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impossible textured wall removal


berrybunches's Avatar
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03-29-06, 01:11 PM   #1  
impossible textured wall removal

Please let me know if I am in the wrong forum.
I live in the upsatirs of a cape cod. The walls are slanted as you may have guessed.
When I was young my parents used a "roller with holes in it" to create a terrible texture. Its very spikey, if you bump into it it will injure you and you will alot of the times bleed lol. But no joke. The spikes/holes are so deep it hard to hang a picture. It is all over the WHOLE wall.
The stuff they used to "spike" the walls reminds me dry wall my mother told me its called "Rough Stuff".
The walls under are dry wall. I really want to remove this texture but its so deep. A sander might do it but I'm afraid that it might damage the original dry wall. BTW it is painted over, the Rough Stuff is whitish colored and it wasnt intended to be a paint, the walls are now blue.
I would very much appreciate any help, I can't find anything on walls on the internet that are as textured as mine. I'm having a wall crises here people!
Thanks much in advance


Last edited by berrybunches; 03-29-06 at 01:26 PM.
 
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Annette's Avatar
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03-30-06, 06:54 AM   #2  
what are you wanting to do once you get rid of the texture? paint or wallpaper?

it sounds like they just used joint compound. if it's as deeply textured as you say, i would sand a little - just enough to knock down about half the texture. then i'd use more joint compound to fill in the remaining dips. use several thin layers. use a wrung out sponge to "sand" with, in between coats. you can get it silky smooth this way, or just "smooth enough" to paper over.

what were your parents thinking??????? treating those slanted wall areas like "wall" instead of "ceiling" will make the room seem taller & bigger, too. good luck!

 
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03-30-06, 08:10 AM   #3  
I would start by scraping the walls first, then sand [if effective] and then skim coat the wall with joint compound. As Annette said it may take a few coats depending on how deep the crevices are. If you don't have any high spots you can skip sanding until the final coat of mud.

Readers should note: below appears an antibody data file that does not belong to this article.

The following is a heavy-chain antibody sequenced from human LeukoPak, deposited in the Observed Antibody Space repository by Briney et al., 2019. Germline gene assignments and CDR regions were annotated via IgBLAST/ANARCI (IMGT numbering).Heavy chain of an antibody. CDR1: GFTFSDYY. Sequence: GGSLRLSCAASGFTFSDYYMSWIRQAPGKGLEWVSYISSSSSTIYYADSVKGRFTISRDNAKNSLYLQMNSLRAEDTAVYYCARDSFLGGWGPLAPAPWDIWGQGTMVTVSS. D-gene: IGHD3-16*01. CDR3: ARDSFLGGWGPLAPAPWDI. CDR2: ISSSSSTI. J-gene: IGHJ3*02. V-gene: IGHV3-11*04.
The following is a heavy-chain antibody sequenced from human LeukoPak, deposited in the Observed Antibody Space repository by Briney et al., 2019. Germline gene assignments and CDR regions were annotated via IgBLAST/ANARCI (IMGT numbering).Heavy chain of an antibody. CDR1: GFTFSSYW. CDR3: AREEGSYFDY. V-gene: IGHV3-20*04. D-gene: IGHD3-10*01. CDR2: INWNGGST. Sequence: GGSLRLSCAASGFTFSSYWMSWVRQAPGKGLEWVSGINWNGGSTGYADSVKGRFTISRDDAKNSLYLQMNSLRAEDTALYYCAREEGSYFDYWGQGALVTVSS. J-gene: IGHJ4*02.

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berrybunches's Avatar
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03-30-06, 09:33 AM   #4  
Apparently my walls had terrible blemishes all over them before and that was the reason for the texture-I don't know why they went that route.
As far as making my room feel taller and bigger as of now it feels like the walls are caving in on me.
Painting was the route I was going to take afterward and maybe to cut down some time and mess beadboard the bottom non slanted area of wall so it doesnt have to be smoothed. Would beadboard work on textured walls? I thought if I used a darker beadboard on the bottom half and a lighter paint on the top it would make the room feel more open...and since the walls slant I can't use a wall border for this effect. I figured also if I got a beadboard with a decorative raised out top (I don't know any tech. words lol) then the change from flat to slant would have a better feel and make more since. I
I'm a terrible decorator and have absolutly no style really lol so I figured I'd ask If this would work.
Thanks a whole lot for your help!

 
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03-30-06, 09:49 AM   #5  
chopping the wall in half with a dark bottom & light top will just further enhance the smallness & the "caving in" feeling. if you want the look of the beadboard, fine - but i would paint both the beadboard & the ceiling/wall area above it the same color (or a very similarly toned color, like 2 pastel colors or a pastel and white or cream, etc). the less contrast the better when trying to make a room look its biggest. also, cool colors recede and warm colors advance, so you may want to go with blues, greens, lavenders, etc. but any pastel/light color will be airy & open and reflect the most light.

 
marksr's Avatar
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03-30-06, 12:46 PM   #6  
I agree, if you make a small space busy or lots of contrast it will apppear smaller. If you need 2 colors, paint the ceiling and angles white and the short walls a light color. Using an off white or light pastel through out will help make the room appear larger.


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guest2's Avatar
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04-05-06, 10:35 AM   #7  
Please be careful about lead and/or asbestos. There is likely to be lead paint and it is possible that there is asbestos in the plaster or whatever they used to texture it. You can easily test for both I don't mean to be alarmist, but it is better to know what you are working with before you start tearing it down.

 
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